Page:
Syria conflict: Russia 'peace plan' revealed ahead of key summit
A Russian document circulating at the United Nations has proposed a constitutional reform process in Syria, lasting 18 months, to be followed by presidential elections.
The document does not say whether Syrian President Bashar al-Assad should remain in power during that time.
It says certain Syrian opposition groups should take part in key talks on the crisis in Vienna on Saturday.
The Syrian army meanwhile has broken a siege in the north.
Army units fought their way to Kuwairis airbase, east of Aleppo, and eliminated large numbers of Islamic State (IS) militants, reports said.
The facility had been under attack by IS jihadists for nearly two years.
It represents a victory for regime forces which have struggled to advance even since Russia added its firepower to the conflict at the end of September, flying hundreds of sorties in that time.
The BBC's Steve Rosenberg is embedded with Russian forces at their air base near Latakia, sending the following tweets among others on Wednesday:
At least 22 people were killed and many more wounded by rebel shellfire in the Mediterranean city of Latakia on Tuesday, state media and activists say.
Latakia, which lies in the heartland of President Assad's minority Alawite sect, has largely escaped the conflict that has devastated most of Syria and killed more than 250,000 people.
A Russian foreign ministry spokeswoman said that the priority ahead of next Saturday's meeting should be to establish which Syrian opposition groups are to be regarded as partners in the process, and which are "terrorist" and unacceptable.
Analysing Russia's proposal - Jonathan Marcus, BBC diplomatic correspondent
Two fundamental problems are immediately apparent:
First, there is the position of President Assad himself. The leaked document makes no mention of Mr Assad standing down during the transitional process, though it does say: "The president of Syria will not chair the constitutional commission".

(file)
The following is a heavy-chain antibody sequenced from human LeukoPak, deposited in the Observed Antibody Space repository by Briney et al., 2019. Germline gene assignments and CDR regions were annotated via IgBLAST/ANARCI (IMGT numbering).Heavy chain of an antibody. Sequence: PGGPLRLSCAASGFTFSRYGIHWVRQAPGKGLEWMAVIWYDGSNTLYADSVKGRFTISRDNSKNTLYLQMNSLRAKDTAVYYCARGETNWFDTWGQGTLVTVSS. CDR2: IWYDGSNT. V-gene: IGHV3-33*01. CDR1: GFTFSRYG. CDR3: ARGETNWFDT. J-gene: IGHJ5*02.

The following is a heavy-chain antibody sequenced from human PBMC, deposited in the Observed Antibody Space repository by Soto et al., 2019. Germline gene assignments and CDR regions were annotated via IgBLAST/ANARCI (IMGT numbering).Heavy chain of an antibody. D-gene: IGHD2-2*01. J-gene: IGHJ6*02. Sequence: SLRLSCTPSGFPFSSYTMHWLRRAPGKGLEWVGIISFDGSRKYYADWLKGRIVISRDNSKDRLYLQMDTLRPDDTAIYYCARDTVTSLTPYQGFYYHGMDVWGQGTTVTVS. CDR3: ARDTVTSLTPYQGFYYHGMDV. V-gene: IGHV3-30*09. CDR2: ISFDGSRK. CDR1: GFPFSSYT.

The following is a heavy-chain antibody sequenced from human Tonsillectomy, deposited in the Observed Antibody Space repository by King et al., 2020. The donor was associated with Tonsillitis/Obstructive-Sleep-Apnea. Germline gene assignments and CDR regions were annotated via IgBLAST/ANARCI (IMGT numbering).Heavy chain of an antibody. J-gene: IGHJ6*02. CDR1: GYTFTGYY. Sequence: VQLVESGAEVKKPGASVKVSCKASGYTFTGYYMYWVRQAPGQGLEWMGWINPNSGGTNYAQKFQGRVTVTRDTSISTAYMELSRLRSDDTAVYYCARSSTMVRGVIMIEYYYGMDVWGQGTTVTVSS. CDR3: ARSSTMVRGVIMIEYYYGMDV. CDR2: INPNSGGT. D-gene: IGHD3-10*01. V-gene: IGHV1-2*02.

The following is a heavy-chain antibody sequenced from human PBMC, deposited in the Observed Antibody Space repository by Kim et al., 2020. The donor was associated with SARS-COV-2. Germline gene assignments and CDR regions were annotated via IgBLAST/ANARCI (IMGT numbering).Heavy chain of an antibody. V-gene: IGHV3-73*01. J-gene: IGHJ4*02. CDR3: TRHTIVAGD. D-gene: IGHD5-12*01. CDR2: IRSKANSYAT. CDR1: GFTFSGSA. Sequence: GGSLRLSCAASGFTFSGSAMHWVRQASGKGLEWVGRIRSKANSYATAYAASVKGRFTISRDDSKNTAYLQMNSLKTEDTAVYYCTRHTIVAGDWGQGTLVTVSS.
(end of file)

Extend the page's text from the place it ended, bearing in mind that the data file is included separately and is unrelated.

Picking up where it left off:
The second problem is that of inclusivity - who actually will be asked to participate in the eventual peace talks?
The Russian proposal speaks of the launching of a political process between the Syrian government and "a united delegation of opposition groups".
But what exactly does this mean? Will it include many of the rebel groups backed by Turkey, the Gulf Arab states and the West, some of who have taken the brunt of Russian air strikes? How can these diverse and in many cases highly fragmented and localised groups be pulled together into a delegation that can speak with a common voice?
The eight-point proposal drawn up by Russia is reported not to rule out President Assad's participation in the elections - something his enemies say is impossible if there is to be peace.
"[The] popularly elected president of Syria will have the functions of commander-in-chief of the armed forces, control of special services and foreign policy," the leaked document is quoted by news agencies as saying.
It says that the reform process should not be chaired by President Assad, but by a candidate agreed upon by all sides.
It also calls for UN Special Envoy Staffan de Mistura to launch a political process between the Syrian government and "a united delegation of opposition groups" on the basis of the June 2012 agreement between major powers in Geneva, which calls for the formation of a transitional government for Syria.
Mr de Mistura on Tuesday urged world powers to build on the "momentum" of new international talks to help devise a roadmap to end the four-year war.
"The momentum in Vienna needs to not be missed," he told reporters after briefing the UN Security Council.
About 20 countries and international groups will attend the talks which have as their central objective a ceasefire between President Assad's forces and some opposition groups.
The successful assault to relieve Syrian government forces holed up inside the Kuwairis base by IS comes a week after the Syrian army battled jihadists to regain control of a road south-east of Aleppo and took back control of the government's only supply route into the city.
Areas around Aleppo have seen weeks of heavy fighting after Syrian troops, backed by Lebanese and Iranian fighters, launched an offensive to retake surrounding territory from rebels and jihadist fighters.
The regime offensive has so far focused on clearing rebel-held areas south of Aleppo, rather than targeting the city itself.